. There are some questions about a letter written by special counsel Robert S. Mueller III to Attorney General William P. Barr in late March. Mueller spent two years investigating possible collusion between Donald Trump and/or his campaign and the Russian government. He finally decided to end the investigation – was it his idea or was he pressured by Barr? He sent his report to the Attorney General who sent the final decisions to Congress. His report indicated that there was no collusion between Trump and Russia and that there was not enough evidence to charge Trump with obstructing the investigation. This is basically what Mueller wrote in his report.
Barr sent a four-page letter to Congress stating the main findings of the investigation: no collusion and not enough evidence to prove obstruction. A few days later Mueller sent a letter to Barr telling him that his letter to Congress “did not fully capture the context, nature, and substance” of the investigation. The letter sparked a telephone conversation between the two “longtime colleagues and friends” who apparently disagree about how the investigation was reported to Congress.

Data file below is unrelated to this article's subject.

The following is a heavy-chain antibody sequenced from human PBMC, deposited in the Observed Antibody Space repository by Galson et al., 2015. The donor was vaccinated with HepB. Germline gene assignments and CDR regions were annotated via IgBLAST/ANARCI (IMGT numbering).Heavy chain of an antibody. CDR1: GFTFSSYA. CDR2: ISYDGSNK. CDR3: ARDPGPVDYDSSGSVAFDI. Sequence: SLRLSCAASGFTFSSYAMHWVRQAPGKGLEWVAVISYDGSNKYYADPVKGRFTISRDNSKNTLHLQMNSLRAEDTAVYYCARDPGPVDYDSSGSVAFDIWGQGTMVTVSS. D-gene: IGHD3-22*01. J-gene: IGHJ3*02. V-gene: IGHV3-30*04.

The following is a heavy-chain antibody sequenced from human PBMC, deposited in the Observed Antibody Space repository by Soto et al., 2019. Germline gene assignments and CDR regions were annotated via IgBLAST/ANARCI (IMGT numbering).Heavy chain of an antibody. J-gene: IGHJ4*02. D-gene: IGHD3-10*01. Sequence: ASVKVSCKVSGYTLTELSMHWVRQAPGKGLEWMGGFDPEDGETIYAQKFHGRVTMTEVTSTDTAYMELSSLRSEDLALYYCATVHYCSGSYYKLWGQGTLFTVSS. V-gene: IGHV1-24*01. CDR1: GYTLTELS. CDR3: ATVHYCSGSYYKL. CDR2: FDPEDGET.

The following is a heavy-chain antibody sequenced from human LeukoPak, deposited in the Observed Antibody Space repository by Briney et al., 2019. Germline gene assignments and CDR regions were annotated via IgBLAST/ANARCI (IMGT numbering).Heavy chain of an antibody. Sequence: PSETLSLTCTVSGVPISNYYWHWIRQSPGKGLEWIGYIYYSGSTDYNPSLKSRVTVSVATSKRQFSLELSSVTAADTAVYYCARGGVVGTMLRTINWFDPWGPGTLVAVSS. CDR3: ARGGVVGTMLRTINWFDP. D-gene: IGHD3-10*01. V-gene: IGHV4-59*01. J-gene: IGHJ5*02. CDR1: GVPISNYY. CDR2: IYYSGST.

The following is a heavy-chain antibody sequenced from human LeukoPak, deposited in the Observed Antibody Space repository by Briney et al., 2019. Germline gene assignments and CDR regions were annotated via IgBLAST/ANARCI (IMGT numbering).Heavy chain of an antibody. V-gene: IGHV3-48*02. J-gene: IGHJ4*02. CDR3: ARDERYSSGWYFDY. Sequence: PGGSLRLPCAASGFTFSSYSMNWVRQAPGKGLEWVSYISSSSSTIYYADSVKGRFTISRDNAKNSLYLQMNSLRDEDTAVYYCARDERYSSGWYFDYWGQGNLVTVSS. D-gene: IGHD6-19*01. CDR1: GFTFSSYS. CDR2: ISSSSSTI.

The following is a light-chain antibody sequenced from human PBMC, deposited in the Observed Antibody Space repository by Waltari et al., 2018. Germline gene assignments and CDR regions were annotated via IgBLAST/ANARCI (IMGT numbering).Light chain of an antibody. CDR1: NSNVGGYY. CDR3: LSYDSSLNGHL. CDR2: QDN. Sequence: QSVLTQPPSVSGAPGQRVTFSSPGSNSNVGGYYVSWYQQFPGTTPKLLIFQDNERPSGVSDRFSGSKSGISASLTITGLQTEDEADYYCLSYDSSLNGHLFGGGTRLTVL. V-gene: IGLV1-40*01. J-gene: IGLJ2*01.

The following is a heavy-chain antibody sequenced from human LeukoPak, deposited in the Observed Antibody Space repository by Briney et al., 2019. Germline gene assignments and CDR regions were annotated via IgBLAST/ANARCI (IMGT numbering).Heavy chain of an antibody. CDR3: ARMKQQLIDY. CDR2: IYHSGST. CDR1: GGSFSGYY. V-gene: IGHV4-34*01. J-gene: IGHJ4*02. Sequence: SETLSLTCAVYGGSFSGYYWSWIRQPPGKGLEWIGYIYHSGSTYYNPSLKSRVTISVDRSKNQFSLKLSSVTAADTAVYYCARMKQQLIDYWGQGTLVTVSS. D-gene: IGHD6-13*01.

It is interesting that Mueller’s letter was not made public until the day prior to Barr testifying before Congress tomorrow. Who kept the letter private? Who disclosed the fact that there was a letter? What is in the letter that makes it crucial to be disclosed at all? Why was it disclosed now? How will Congress use the disclosed letter in their questioning of Barr? Is the release of the letter Mueller’s attempt to keep the potential overthrow of the President going?